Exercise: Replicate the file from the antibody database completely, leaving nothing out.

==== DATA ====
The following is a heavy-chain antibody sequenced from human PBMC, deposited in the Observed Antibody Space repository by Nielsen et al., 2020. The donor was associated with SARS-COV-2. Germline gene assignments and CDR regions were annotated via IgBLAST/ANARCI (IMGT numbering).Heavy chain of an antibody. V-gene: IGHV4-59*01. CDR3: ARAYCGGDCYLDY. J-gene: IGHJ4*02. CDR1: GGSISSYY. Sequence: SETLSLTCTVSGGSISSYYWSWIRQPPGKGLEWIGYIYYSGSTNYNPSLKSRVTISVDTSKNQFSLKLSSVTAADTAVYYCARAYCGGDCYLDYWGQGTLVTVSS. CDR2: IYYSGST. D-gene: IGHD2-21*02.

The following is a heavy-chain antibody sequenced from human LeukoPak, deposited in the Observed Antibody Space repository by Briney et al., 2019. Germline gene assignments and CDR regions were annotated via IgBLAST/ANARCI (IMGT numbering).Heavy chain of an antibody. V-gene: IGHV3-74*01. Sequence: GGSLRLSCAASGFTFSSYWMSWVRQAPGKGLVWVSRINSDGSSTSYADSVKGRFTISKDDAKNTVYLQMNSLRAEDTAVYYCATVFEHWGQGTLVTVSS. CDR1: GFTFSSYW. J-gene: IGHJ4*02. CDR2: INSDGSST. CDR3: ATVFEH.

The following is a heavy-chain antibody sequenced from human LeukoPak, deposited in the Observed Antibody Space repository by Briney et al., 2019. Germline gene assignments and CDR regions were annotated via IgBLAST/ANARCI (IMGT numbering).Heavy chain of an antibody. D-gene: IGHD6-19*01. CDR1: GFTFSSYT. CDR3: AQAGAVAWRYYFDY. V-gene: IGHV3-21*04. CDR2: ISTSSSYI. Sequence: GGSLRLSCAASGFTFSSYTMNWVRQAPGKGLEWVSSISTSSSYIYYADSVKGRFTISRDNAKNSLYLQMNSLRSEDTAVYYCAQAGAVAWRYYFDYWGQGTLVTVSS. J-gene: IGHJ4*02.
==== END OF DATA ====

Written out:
The following is a heavy-chain antibody sequenced from human PBMC, deposited in the Observed Antibody Space repository by Nielsen et al., 2020. The donor was associated with SARS-COV-2. Germline gene assignments and CDR regions were annotated via IgBLAST/ANARCI (IMGT numbering).Heavy chain of an antibody. V-gene: IGHV4-59*01. CDR3: ARAYCGGDCYLDY. J-gene: IGHJ4*02. CDR1: GGSISSYY. Sequence: SETLSLTCTVSGGSISSYYWSWIRQPPGKGLEWIGYIYYSGSTNYNPSLKSRVTISVDTSKNQFSLKLSSVTAADTAVYYCARAYCGGDCYLDYWGQGTLVTVSS. CDR2: IYYSGST. D-gene: IGHD2-21*02.

The following is a heavy-chain antibody sequenced from human LeukoPak, deposited in the Observed Antibody Space repository by Briney et al., 2019. Germline gene assignments and CDR regions were annotated via IgBLAST/ANARCI (IMGT numbering).Heavy chain of an antibody. V-gene: IGHV3-74*01. Sequence: GGSLRLSCAASGFTFSSYWMSWVRQAPGKGLVWVSRINSDGSSTSYADSVKGRFTISKDDAKNTVYLQMNSLRAEDTAVYYCATVFEHWGQGTLVTVSS. CDR1: GFTFSSYW. J-gene: IGHJ4*02. CDR2: INSDGSST. CDR3: ATVFEH.

The following is a heavy-chain antibody sequenced from human LeukoPak, deposited in the Observed Antibody Space repository by Briney et al., 2019. Germline gene assignments and CDR regions were annotated via IgBLAST/ANARCI (IMGT numbering).Heavy chain of an antibody. D-gene: IGHD6-19*01. CDR1: GFTFSSYT. CDR3: AQAGAVAWRYYFDY. V-gene: IGHV3-21*04. CDR2: ISTSSSYI. Sequence: GGSLRLSCAASGFTFSSYTMNWVRQAPGKGLEWVSSISTSSSYIYYADSVKGRFTISRDNAKNSLYLQMNSLRSEDTAVYYCAQAGAVAWRYYFDYWGQGTLVTVSS. J-gene: IGHJ4*02.